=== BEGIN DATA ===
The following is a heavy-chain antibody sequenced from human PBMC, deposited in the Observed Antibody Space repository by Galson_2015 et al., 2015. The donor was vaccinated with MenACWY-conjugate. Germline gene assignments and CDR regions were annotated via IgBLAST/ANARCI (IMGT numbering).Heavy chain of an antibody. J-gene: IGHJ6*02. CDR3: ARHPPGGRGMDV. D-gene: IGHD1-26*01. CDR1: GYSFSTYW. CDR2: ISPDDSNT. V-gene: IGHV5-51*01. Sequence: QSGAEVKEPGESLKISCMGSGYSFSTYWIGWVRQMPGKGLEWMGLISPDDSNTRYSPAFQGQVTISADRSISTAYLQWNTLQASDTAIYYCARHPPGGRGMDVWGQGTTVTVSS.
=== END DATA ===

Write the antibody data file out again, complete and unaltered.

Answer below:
The following is a heavy-chain antibody sequenced from human PBMC, deposited in the Observed Antibody Space repository by Galson_2015 et al., 2015. The donor was vaccinated with MenACWY-conjugate. Germline gene assignments and CDR regions were annotated via IgBLAST/ANARCI (IMGT numbering).Heavy chain of an antibody. J-gene: IGHJ6*02. CDR3: ARHPPGGRGMDV. D-gene: IGHD1-26*01. CDR1: GYSFSTYW. CDR2: ISPDDSNT. V-gene: IGHV5-51*01. Sequence: QSGAEVKEPGESLKISCMGSGYSFSTYWIGWVRQMPGKGLEWMGLISPDDSNTRYSPAFQGQVTISADRSISTAYLQWNTLQASDTAIYYCARHPPGGRGMDVWGQGTTVTVSS.